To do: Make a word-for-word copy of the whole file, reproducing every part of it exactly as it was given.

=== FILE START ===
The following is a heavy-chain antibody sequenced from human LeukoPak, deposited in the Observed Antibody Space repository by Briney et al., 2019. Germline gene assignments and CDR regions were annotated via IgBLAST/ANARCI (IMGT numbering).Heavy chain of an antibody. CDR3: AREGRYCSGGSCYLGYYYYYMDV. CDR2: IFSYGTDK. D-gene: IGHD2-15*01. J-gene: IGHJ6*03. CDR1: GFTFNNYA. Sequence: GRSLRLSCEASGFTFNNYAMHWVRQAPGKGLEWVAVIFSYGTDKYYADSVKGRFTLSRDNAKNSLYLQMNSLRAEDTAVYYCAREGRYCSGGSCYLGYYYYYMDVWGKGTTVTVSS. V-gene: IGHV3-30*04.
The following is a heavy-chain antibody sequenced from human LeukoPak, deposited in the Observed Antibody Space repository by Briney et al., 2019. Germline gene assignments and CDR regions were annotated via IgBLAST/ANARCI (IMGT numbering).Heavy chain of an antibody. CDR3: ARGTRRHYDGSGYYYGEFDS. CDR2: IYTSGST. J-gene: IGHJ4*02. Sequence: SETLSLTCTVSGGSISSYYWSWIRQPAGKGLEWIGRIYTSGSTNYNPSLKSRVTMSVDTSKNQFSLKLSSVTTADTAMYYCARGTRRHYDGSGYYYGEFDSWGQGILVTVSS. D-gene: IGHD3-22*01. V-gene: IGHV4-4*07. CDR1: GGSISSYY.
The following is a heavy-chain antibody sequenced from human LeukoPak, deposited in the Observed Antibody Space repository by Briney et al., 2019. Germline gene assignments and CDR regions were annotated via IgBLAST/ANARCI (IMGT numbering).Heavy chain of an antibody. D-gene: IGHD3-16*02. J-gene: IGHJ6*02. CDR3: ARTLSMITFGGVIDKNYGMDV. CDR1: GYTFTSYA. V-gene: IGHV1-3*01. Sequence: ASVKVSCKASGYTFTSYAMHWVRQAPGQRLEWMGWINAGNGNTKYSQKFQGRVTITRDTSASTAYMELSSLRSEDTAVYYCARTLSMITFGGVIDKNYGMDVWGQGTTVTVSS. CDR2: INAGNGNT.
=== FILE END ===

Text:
The following is a heavy-chain antibody sequenced from human LeukoPak, deposited in the Observed Antibody Space repository by Briney et al., 2019. Germline gene assignments and CDR regions were annotated via IgBLAST/ANARCI (IMGT numbering).Heavy chain of an antibody. CDR3: AREGRYCSGGSCYLGYYYYYMDV. CDR2: IFSYGTDK. D-gene: IGHD2-15*01. J-gene: IGHJ6*03. CDR1: GFTFNNYA. Sequence: GRSLRLSCEASGFTFNNYAMHWVRQAPGKGLEWVAVIFSYGTDKYYADSVKGRFTLSRDNAKNSLYLQMNSLRAEDTAVYYCAREGRYCSGGSCYLGYYYYYMDVWGKGTTVTVSS. V-gene: IGHV3-30*04.
The following is a heavy-chain antibody sequenced from human LeukoPak, deposited in the Observed Antibody Space repository by Briney et al., 2019. Germline gene assignments and CDR regions were annotated via IgBLAST/ANARCI (IMGT numbering).Heavy chain of an antibody. CDR3: ARGTRRHYDGSGYYYGEFDS. CDR2: IYTSGST. J-gene: IGHJ4*02. Sequence: SETLSLTCTVSGGSISSYYWSWIRQPAGKGLEWIGRIYTSGSTNYNPSLKSRVTMSVDTSKNQFSLKLSSVTTADTAMYYCARGTRRHYDGSGYYYGEFDSWGQGILVTVSS. D-gene: IGHD3-22*01. V-gene: IGHV4-4*07. CDR1: GGSISSYY.
The following is a heavy-chain antibody sequenced from human LeukoPak, deposited in the Observed Antibody Space repository by Briney et al., 2019. Germline gene assignments and CDR regions were annotated via IgBLAST/ANARCI (IMGT numbering).Heavy chain of an antibody. D-gene: IGHD3-16*02. J-gene: IGHJ6*02. CDR3: ARTLSMITFGGVIDKNYGMDV. CDR1: GYTFTSYA. V-gene: IGHV1-3*01. Sequence: ASVKVSCKASGYTFTSYAMHWVRQAPGQRLEWMGWINAGNGNTKYSQKFQGRVTITRDTSASTAYMELSSLRSEDTAVYYCARTLSMITFGGVIDKNYGMDVWGQGTTVTVSS. CDR2: INAGNGNT.